Recordkeeping Guideines


April 7 2016

Complete, organized financial records can really simplify tax time. And keeping those records as long as you may need them can prevent future stress. Here are a few suggestions on maintenance time frames:

Three to seven years. The IRS has three years to audit a return, and you have three years to amend one. So at a bare minimum, keep your federal tax returns and supporting documents three years. But it’s best to keep this information seven years since the IRS has six years to start legal proceedings if they suspect anything more than a “good-faith error.” (The statute of limitations on a fraudulent return never expires.) A minimum of six years is recommended for self-employed taxpayers. If you claim a deduction for a bad debt or security losses, keep your documentation at least seven years. Be sure to include W-2s, 1099s, tax schedules, related bills, receipts, mileage logs, cancelled checks and proof of health care insurance. You should also keep documents for IRA distributions for seven years after the account is closed.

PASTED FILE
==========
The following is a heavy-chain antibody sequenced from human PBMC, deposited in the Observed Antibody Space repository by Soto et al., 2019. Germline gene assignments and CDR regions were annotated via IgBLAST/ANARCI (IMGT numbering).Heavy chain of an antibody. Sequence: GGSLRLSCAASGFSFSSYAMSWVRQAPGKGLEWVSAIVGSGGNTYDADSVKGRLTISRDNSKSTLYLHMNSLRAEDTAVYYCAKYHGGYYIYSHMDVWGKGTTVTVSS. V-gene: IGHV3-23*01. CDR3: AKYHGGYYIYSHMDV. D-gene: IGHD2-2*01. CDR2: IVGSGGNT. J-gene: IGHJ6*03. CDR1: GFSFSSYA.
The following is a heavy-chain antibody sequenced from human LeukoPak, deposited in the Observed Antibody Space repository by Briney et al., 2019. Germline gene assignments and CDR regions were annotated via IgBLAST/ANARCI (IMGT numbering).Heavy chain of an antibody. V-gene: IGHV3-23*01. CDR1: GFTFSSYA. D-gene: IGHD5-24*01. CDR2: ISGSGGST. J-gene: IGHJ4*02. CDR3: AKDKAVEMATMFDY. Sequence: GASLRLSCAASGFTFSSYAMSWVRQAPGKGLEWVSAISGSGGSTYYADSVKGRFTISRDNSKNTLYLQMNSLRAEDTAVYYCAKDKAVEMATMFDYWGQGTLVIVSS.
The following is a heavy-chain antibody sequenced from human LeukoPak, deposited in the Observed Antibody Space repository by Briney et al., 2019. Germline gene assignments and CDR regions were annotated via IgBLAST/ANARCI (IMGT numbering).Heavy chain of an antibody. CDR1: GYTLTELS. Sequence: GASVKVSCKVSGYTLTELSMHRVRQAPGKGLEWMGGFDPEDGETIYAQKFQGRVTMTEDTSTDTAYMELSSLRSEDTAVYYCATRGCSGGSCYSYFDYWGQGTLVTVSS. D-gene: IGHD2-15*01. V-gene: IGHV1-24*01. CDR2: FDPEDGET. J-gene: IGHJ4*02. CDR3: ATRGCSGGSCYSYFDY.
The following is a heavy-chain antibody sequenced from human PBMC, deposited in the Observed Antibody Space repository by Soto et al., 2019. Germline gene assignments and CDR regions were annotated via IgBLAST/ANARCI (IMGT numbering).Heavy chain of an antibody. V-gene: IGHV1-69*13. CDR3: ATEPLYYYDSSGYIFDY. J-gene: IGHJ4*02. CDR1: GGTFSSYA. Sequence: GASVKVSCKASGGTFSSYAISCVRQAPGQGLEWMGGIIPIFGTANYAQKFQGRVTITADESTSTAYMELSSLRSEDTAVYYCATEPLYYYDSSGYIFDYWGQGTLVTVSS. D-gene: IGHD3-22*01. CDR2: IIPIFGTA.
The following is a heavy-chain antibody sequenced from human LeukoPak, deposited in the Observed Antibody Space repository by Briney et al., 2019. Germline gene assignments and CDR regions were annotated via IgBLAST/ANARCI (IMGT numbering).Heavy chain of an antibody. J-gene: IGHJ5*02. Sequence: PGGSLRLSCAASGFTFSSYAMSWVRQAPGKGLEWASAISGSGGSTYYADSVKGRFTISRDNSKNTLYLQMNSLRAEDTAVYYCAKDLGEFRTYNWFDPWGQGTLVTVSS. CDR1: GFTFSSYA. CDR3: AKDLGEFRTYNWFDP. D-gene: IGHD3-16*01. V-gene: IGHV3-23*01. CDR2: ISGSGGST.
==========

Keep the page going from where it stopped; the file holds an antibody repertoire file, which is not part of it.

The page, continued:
Four years. If you have any employees, including household help, keep employment tax records a minimum of four years after the tax is due or is paid, whichever is later.

Indefinitely. It’s actually a good idea to hold onto tax returns beyond these minimum periods since lenders and insurance companies may require them to verify income and asset value. They can also come in handy if you ever need to correct your earnings history with Social Security. Hold onto Form 8606 reporting nondeductible contributions to a traditional IRA to avoid paying tax again when you withdraw funds. And keep records of the dates you purchased stocks and mutual funds in taxable accounts and what you paid for them. You’ll need this information to determine gains or losses for taxes when you sell them. For the same reason, document the value of inherited investments at the time you received them.

If you prefer to keep electronic files, make sure they’re organized, clear and backed up. Always shred unwanted tax documents to protect sensitive information from identity thieves.

If you’d like to explore strategies to minimize your tax burden, we are happy to facilitate a joint meeting with your tax advisor. Just give us your CPA’s name, and we’ll find a time to accommodate everyone’s schedules. Call Jordan Dechtman, your Denver financial planner at 303-741-9772, email him at or visit our website to schedule an appointment.